Yet I am old enough now to have forgotten what went wrong and, for that matter, much of what went right. Still, if I could reenter that morning of grace, that small boy and I would likely recognize each other. For even then that boy was learning two truths or insights in Dzang Zok that have served me well all my subsequent life. The first is that we are in good hands. In , as I packed my trunks for America, nothing would prove more durable than those two hypotheses.
And the first frontier I crossed was, simply, into America. Nobody—not the Pilgrims at Plymouth Rock, not Daniel Boone penetrating the virgin wilderness, not a would-be starlet climbing off the bus in Hollywood— could have been more excited, more hopeful than I was as the ship from China sailed to America in the opposite direction.
Try to imagine it. Picture a hick, provincial boy enrolling as a student at, of all places, Harvard University. Or imagine that same youth, ambition-crazed, arriving in New York City, where possibilities rose higher than the skyscrapers. I was that boy. And my Harvard was Central College enrollment, three hundred. I could describe Fayette and Central Methodist College to you, but we would be looking at them through opposite ends of the telescope.
To me, though, it was as exciting as Harvard: there I learned about the life of the mind and how exhilarating it would be to live by it. Arriving there from China in , I felt plunged headlong into a brave new world of pure modernity, at the very turning, churning hub of the universe.
Within two weeks I knew that China for me was over. America, even here in Fayette, Missouri, was too heady and intoxicating. I would be staying. Everything seemed in motion measured by my old Dzang Zok sundial , moving at accelerating speed. The crooked me[ 28 ] dieval lanes of Dzang Zok could not have accommodated an automobile, even if anyone had had one; in Fayette everyone owned a car.
In Dzang Zok nobody had a telephone; in Fayette everyone was calling everyone else on theirs every few minutes with the latest update.
In China to see a movie like The Iron Horse required an arduous trip to Shanghai; here in Fayette—believe it or not—a movie showed every Saturday night.
By the time a newspaper arrived in Dzang Zok it was old news, but in Fayette newspapers rolled off the press twice weekly! Jones invited Mr. Williams to dinner Thursday evening. A good time was had by all. Huston Smith. I had stumbled into a world in motion, and in no time at all I was in motion myself.
I joined the college newspaper staff and became its editor ; I became head of the pep rally; I was elected president of the freshman class and of each subsequent class.
During summer vacation, I earned my keep as the traveling minister to three or four rural churches. I would hitchhike to each one, deliver a sermon, and in return receive the meager offerings from the collection plate. I am a little embarrassed now by how popular I was then, singing and ringing from the pulpit about the lost souls in China. Time itself seemed fuller then, with enough hours in the day to do anything one thought of and then go on and do something else.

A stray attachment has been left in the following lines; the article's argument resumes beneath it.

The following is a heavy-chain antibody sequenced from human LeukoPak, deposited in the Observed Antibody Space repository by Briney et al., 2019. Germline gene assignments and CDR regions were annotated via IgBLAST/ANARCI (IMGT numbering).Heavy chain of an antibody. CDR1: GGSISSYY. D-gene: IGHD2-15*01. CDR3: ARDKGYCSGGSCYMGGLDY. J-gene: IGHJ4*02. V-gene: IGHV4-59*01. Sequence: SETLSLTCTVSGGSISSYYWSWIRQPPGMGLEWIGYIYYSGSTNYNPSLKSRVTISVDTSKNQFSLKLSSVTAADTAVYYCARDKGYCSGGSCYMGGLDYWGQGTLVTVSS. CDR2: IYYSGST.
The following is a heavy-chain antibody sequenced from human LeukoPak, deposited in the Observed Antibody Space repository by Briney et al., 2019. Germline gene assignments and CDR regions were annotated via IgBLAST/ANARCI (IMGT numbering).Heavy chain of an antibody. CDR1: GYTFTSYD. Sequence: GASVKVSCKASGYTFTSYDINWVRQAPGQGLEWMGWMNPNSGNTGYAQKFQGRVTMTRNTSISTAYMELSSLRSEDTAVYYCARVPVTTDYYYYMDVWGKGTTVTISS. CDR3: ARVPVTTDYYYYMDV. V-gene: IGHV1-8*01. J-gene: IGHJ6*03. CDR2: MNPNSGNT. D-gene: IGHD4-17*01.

But what about the actual education—the courses and classes and teaching—which was, after all, why I was there? Perhaps the less said, the better. In contrast to Central College in the s, universities now offer infinitely enriched curricula. At Central the professors lived across the street from the campus; we were always in and out of their houses; they were like our friends.
And for an education all it takes is one great teacher, and I had that great teacher. Edwin Ruthven Walker was charismatic, handsome, hardly much older than we were, and born to teach. I took his freshman course in Christianity and then made sure to take every other course he offered. All my other Christian preceptors told me what to believe; Walker showed me how to think. At Central College I was president of my freshman class, and of my sophomore, and of my junior and my senior, and then president of the student body.
I was head of the pep rally and editor of the student paper. The days were not long enough, and there could never be too much to do.
They were—they were from my essay! Not a word did I hear after that. When the bell rang, I stepped out onto grass that had never looked so green, under a sky that had never been bluer, and the air hummed with excitement.
Had I died then and there, I would have thought: I have had my allotment of earthly happiness. My mind does work slowly, but probably it has helped me be a better teacher. Often at lectures I hear a torrent of incomprehensible words coming at me like machine-gun fire.
It has made me conscious, when I am the one lecturing, not just of what I am saying but of how those listening are hearing it. Were I growing up today, I might be diagnosed as dyslexic, as having ADD, or with some other incapacitating label. At Central, with a teacher like Walker, the mental cloudiness was clearing.